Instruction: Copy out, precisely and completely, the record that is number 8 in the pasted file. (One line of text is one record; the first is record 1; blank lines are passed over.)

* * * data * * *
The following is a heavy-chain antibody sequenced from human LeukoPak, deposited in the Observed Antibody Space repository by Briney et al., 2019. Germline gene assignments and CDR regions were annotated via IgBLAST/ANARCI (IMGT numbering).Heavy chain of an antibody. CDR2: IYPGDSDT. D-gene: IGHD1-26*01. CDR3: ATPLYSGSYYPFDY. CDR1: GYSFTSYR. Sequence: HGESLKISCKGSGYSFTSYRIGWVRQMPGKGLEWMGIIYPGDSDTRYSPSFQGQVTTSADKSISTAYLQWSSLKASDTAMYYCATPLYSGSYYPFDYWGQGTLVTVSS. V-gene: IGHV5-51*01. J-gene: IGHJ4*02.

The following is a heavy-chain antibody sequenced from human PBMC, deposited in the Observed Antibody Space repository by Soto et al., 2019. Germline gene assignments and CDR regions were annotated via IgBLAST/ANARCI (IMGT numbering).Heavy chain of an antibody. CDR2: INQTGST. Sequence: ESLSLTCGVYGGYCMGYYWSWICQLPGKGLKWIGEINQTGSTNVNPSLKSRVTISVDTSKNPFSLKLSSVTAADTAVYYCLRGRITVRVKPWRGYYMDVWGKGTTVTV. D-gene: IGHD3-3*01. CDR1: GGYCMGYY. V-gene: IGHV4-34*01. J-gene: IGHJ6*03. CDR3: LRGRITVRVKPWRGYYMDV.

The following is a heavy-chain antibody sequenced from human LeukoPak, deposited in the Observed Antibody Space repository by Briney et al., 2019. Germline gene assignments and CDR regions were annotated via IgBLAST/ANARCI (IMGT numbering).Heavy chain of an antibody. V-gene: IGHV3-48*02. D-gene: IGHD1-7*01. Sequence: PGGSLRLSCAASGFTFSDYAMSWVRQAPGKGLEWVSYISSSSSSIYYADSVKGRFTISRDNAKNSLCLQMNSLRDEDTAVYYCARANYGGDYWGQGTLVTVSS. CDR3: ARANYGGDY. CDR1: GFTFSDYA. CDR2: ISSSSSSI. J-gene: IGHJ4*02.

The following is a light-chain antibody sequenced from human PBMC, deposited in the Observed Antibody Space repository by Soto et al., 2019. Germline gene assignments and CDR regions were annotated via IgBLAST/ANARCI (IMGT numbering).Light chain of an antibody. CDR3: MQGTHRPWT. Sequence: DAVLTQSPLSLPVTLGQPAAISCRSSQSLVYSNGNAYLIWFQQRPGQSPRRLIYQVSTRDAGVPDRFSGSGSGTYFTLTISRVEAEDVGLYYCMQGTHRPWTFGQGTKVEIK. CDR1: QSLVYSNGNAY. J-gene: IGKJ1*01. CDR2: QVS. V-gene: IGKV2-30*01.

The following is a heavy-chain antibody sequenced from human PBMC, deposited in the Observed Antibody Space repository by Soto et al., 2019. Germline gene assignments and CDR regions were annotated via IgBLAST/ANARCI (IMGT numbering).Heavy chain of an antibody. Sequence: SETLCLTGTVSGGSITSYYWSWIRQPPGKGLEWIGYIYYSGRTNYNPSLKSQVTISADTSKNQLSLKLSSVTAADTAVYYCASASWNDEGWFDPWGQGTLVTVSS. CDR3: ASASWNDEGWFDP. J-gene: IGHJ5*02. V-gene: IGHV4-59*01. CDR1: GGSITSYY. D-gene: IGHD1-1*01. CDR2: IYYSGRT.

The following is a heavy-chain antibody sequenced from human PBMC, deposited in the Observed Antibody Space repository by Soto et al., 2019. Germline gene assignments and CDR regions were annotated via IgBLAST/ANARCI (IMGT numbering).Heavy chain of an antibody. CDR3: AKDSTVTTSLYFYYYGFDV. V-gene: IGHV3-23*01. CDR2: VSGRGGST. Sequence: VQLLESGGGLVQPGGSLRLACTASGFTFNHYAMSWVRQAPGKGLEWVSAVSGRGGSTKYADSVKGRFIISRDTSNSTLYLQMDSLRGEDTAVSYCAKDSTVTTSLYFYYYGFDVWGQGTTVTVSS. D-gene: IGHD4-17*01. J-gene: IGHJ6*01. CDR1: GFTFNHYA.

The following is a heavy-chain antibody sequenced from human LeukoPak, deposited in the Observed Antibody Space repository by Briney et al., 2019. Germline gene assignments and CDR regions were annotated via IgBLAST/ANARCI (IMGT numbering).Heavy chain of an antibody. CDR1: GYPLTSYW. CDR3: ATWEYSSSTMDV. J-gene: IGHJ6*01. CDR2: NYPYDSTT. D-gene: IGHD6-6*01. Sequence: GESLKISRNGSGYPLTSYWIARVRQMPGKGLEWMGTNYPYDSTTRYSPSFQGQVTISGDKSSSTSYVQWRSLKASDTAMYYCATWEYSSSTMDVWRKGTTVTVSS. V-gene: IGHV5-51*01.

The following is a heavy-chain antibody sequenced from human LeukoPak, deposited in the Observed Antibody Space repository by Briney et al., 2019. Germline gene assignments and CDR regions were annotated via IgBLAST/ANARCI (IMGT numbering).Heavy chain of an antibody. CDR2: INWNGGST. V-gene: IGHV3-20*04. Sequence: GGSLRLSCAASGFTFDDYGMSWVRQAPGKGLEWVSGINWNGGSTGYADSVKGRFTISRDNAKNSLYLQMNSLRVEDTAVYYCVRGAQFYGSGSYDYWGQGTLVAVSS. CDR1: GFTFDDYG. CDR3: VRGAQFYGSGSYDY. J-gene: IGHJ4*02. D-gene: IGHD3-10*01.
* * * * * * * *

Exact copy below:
The following is a heavy-chain antibody sequenced from human LeukoPak, deposited in the Observed Antibody Space repository by Briney et al., 2019. Germline gene assignments and CDR regions were annotated via IgBLAST/ANARCI (IMGT numbering).Heavy chain of an antibody. CDR2: INWNGGST. V-gene: IGHV3-20*04. Sequence: GGSLRLSCAASGFTFDDYGMSWVRQAPGKGLEWVSGINWNGGSTGYADSVKGRFTISRDNAKNSLYLQMNSLRVEDTAVYYCVRGAQFYGSGSYDYWGQGTLVAVSS. CDR1: GFTFDDYG. CDR3: VRGAQFYGSGSYDY. J-gene: IGHJ4*02. D-gene: IGHD3-10*01.